Batters that are consistent week after week are much more enjoyable to have on your roster than those with frequent hot and cold spells. Sure a player putting up 50 points in a week can almost single handedly earn you a win, but the three weeks prior where he didn’t break single digits can be extremely frustrating. Especially when such a cold spell leads you to bench said player on the week he finally breaks out for 50 points. As Grey would say “sonofabench”. Byron Buxton punched me in the nuts with one of those last year. In years past Jay Bruce is a hitter that often fell into this category.Please, blog, may I have some more?
I rarely like to make too many movements in the Top 20 or so players, but this week I thought it was necessary. Last week saw me drop Paul Goldschmidt from 8th down to 21st and this week he tumbles a bit further down to 24. In the 4 games since my last top 100 article Goldy has gone 2 for 16 with two measly singles. He can get hot in a minute and rocket back up to the top 10 — but right now it’s disrespectful to the other players to place him in the top 10.
Jose Altuve’s slight fall is going to make a lot of people angry, but he’s just not doing enough with the bat or on the base paths to warrant a top 10 placement. I see the average over .300 but 2 HRs and 2 SBs isn’t cutting it. Just as a heads up — if you have a frustrated owner in your league who is willing to accept your offer of Jonathan Schoop and an OF2/OF3 for Altuve — make the offer now. Altuve is an avid Razzball reader and will be out to prove me wrong!
Two little Indians jumped up in my rankings: Francisco Lindor and Jose Ramirez. They are ranked 6th and 5th respectively on ESPN’s Player Rater and earned their boost. A commenter last week pointed out how much better Lindor was performing than Carlos Correa and I that message was received loud and clear. Correa has been more lauded than Lindor, but I can’t deny Lindor is out-performing Correa so far this year. Ramirez on the other hand has statistics that compare favorably to fantasy baseball Gawd Mike Trout. Ramirez only has 6 less runs, the same amount of HRs, 5 more Rbi, 2 less steals and a higher average (even if only by .006.) With second and third base eligibility that screams top 10 talent to me. Soon.Please, blog, may I have some more?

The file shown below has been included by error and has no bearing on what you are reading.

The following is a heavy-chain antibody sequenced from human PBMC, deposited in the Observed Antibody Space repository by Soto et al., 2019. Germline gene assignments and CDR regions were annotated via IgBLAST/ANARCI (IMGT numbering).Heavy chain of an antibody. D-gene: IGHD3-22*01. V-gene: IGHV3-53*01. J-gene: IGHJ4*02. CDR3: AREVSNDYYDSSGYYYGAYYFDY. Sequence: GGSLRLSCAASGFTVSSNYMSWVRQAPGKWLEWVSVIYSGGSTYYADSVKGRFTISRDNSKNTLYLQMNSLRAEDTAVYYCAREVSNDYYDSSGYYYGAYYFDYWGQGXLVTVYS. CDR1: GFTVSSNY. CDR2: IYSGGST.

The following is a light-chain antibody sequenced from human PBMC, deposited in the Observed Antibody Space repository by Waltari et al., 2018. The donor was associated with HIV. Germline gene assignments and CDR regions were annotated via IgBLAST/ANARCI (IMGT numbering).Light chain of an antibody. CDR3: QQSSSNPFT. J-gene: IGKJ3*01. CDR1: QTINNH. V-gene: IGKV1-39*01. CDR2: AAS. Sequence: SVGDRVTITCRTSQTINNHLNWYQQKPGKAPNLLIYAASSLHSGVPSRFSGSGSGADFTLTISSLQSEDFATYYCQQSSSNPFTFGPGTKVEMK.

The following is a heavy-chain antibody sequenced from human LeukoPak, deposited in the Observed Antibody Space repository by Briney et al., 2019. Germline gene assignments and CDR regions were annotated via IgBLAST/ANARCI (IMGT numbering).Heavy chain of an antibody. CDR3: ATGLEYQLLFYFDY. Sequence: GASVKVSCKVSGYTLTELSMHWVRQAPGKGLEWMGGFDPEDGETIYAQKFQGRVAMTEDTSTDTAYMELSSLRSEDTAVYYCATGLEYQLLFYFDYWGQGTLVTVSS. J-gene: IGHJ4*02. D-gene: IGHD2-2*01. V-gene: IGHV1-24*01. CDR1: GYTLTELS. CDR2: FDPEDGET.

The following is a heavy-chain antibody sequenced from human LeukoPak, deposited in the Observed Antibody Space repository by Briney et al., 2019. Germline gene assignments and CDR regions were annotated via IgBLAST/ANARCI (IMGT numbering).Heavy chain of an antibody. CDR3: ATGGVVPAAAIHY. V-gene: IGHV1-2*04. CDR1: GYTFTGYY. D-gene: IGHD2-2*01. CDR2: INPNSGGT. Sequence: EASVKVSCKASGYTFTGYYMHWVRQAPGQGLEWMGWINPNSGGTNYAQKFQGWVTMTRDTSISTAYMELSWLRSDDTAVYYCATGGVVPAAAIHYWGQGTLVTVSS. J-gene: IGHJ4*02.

According to Elias Sports Bureau, Nick Kingham retired the most batters to start a game since 1961 in a debut. Elias Sports Bureau also said, “There were sixteen cracks in the 5th floor’s tile closest to the bathroom, which is a new record for cracks in a tile.” Yo, Elias Sports Bureau might have OCD. On our top 100 starts of 2018 chart, Kingham registered in the top 10. According to Baseball-Reference, he’s the first pitcher to debut with 7+ IP and not have a baserunner reach scoring position. According to Kent Tekulve, Kingham was the first pitcher in a 1979 Pirates uniform not high on cocaine since Tekulve. In all, a terrific debut for Kingham — 7 IP, 0 ER, 1 hit, zero walks, 9 Ks. Originally, the Pirates planned on a one-and-done, hit-and-run, wham-bam-thank-you, young-man start for Kingham and see him get sent right back down, but they rightfully are having him travel with the team, and appear to be keeping him up. His Triple-A numbers (10.7 K/9, 2.8 BB/9, 1.59 ERA) say this is the right move. I’d hold off for now in mixed leagues, but you should cyclops him with a monocle. Anyway, here’s what else I saw this weekend in fantasy baseball:Please, blog, may I have some more?
Last year some fellow co-workers and I decided it would be fun to join a flag football league. Seemed like a solid idea. Do some ‘team building’, get some running in, and enjoy a little competition. Well, by the end of the season we had gone through 4 QBs, one broken thumb, multiple pulled hammies and quads, and a grand total of 2 wins to show for all of our pain, so, safe to say, we made the right choice to be auditors and not professional athletes.
With the NFL draft ongoing, I thought it would be interesting to see what the best backyard football squad we could put together of current MLB players would look like. As this is a backyard/adult sport league type of team build, we’ll forego the offensive and defensive line. By NFL standards, there aren’t many guys that could play the line anyway. David Ortiz, Big Papi, is by all accounts a mountain of a man for a baseball player at 6’4” and listed at 250 lbs. (I’m not sure I buy the weight, but that’s neither here nor there) would still be an inch short and 60 pounds light of the average offensive tackle in the NFL…Please, blog, may I have some more?